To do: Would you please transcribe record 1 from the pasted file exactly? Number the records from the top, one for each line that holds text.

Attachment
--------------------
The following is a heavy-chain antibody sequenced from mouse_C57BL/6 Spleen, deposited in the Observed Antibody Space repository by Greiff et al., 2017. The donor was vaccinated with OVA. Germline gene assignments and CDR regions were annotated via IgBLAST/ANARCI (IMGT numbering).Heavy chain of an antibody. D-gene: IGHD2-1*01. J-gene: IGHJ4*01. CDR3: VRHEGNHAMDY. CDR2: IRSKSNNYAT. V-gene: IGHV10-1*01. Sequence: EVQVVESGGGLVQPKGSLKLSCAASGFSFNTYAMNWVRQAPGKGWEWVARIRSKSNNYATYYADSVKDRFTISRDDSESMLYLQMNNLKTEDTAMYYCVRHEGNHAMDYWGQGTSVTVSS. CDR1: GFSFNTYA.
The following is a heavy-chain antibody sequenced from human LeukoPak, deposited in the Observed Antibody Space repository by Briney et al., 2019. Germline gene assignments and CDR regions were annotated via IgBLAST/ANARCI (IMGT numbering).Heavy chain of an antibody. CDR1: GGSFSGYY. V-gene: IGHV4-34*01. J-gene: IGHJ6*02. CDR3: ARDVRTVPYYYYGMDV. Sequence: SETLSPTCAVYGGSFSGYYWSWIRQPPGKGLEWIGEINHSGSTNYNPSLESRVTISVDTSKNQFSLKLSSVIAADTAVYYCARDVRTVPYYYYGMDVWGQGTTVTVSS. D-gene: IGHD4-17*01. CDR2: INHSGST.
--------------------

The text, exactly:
The following is a heavy-chain antibody sequenced from mouse_C57BL/6 Spleen, deposited in the Observed Antibody Space repository by Greiff et al., 2017. The donor was vaccinated with OVA. Germline gene assignments and CDR regions were annotated via IgBLAST/ANARCI (IMGT numbering).Heavy chain of an antibody. D-gene: IGHD2-1*01. J-gene: IGHJ4*01. CDR3: VRHEGNHAMDY. CDR2: IRSKSNNYAT. V-gene: IGHV10-1*01. Sequence: EVQVVESGGGLVQPKGSLKLSCAASGFSFNTYAMNWVRQAPGKGWEWVARIRSKSNNYATYYADSVKDRFTISRDDSESMLYLQMNNLKTEDTAMYYCVRHEGNHAMDYWGQGTSVTVSS. CDR1: GFSFNTYA.